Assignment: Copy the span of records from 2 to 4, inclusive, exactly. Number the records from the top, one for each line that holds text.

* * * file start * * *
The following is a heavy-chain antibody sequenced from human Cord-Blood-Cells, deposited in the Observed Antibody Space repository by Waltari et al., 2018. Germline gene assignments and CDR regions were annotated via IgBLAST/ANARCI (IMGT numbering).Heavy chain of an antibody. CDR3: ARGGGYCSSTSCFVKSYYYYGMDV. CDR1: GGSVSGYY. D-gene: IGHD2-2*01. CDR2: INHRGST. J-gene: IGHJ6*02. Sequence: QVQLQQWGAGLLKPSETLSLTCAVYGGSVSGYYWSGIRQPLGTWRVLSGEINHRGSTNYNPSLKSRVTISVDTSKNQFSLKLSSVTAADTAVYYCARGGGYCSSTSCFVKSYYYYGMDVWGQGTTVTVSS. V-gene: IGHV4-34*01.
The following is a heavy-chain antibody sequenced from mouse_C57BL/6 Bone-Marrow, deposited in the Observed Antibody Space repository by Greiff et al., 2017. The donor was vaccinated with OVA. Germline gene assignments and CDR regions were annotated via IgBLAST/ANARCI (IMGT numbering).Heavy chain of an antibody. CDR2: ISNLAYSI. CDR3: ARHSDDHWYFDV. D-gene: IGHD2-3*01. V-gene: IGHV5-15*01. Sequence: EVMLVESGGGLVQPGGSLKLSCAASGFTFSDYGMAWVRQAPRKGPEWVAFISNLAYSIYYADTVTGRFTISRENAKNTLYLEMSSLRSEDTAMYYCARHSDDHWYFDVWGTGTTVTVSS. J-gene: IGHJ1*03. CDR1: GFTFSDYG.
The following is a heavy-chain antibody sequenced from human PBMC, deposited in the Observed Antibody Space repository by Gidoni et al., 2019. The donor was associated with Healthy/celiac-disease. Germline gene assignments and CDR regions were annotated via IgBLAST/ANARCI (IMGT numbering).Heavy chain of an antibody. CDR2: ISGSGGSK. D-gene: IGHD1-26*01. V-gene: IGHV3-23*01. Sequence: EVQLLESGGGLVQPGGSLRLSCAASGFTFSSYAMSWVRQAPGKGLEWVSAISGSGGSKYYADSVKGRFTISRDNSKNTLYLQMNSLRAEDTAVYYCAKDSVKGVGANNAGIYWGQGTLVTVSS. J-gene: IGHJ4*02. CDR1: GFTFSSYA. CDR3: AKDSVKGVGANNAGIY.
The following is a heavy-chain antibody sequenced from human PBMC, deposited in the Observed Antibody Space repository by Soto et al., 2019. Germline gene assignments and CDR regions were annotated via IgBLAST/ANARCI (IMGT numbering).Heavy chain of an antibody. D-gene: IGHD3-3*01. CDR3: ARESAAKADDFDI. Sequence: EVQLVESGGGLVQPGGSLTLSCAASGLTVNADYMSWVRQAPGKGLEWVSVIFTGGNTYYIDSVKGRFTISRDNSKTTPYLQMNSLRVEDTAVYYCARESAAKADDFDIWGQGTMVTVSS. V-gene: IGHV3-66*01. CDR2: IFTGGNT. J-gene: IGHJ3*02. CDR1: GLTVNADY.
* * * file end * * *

The following is a heavy-chain antibody sequenced from mouse_C57BL/6 Bone-Marrow, deposited in the Observed Antibody Space repository by Greiff et al., 2017. The donor was vaccinated with OVA. Germline gene assignments and CDR regions were annotated via IgBLAST/ANARCI (IMGT numbering).Heavy chain of an antibody. CDR2: ISNLAYSI. CDR3: ARHSDDHWYFDV. D-gene: IGHD2-3*01. V-gene: IGHV5-15*01. Sequence: EVMLVESGGGLVQPGGSLKLSCAASGFTFSDYGMAWVRQAPRKGPEWVAFISNLAYSIYYADTVTGRFTISRENAKNTLYLEMSSLRSEDTAMYYCARHSDDHWYFDVWGTGTTVTVSS. J-gene: IGHJ1*03. CDR1: GFTFSDYG.
The following is a heavy-chain antibody sequenced from human PBMC, deposited in the Observed Antibody Space repository by Gidoni et al., 2019. The donor was associated with Healthy/celiac-disease. Germline gene assignments and CDR regions were annotated via IgBLAST/ANARCI (IMGT numbering).Heavy chain of an antibody. CDR2: ISGSGGSK. D-gene: IGHD1-26*01. V-gene: IGHV3-23*01. Sequence: EVQLLESGGGLVQPGGSLRLSCAASGFTFSSYAMSWVRQAPGKGLEWVSAISGSGGSKYYADSVKGRFTISRDNSKNTLYLQMNSLRAEDTAVYYCAKDSVKGVGANNAGIYWGQGTLVTVSS. J-gene: IGHJ4*02. CDR1: GFTFSSYA. CDR3: AKDSVKGVGANNAGIY.
The following is a heavy-chain antibody sequenced from human PBMC, deposited in the Observed Antibody Space repository by Soto et al., 2019. Germline gene assignments and CDR regions were annotated via IgBLAST/ANARCI (IMGT numbering).Heavy chain of an antibody. D-gene: IGHD3-3*01. CDR3: ARESAAKADDFDI. Sequence: EVQLVESGGGLVQPGGSLTLSCAASGLTVNADYMSWVRQAPGKGLEWVSVIFTGGNTYYIDSVKGRFTISRDNSKTTPYLQMNSLRVEDTAVYYCARESAAKADDFDIWGQGTMVTVSS. V-gene: IGHV3-66*01. CDR2: IFTGGNT. J-gene: IGHJ3*02. CDR1: GLTVNADY.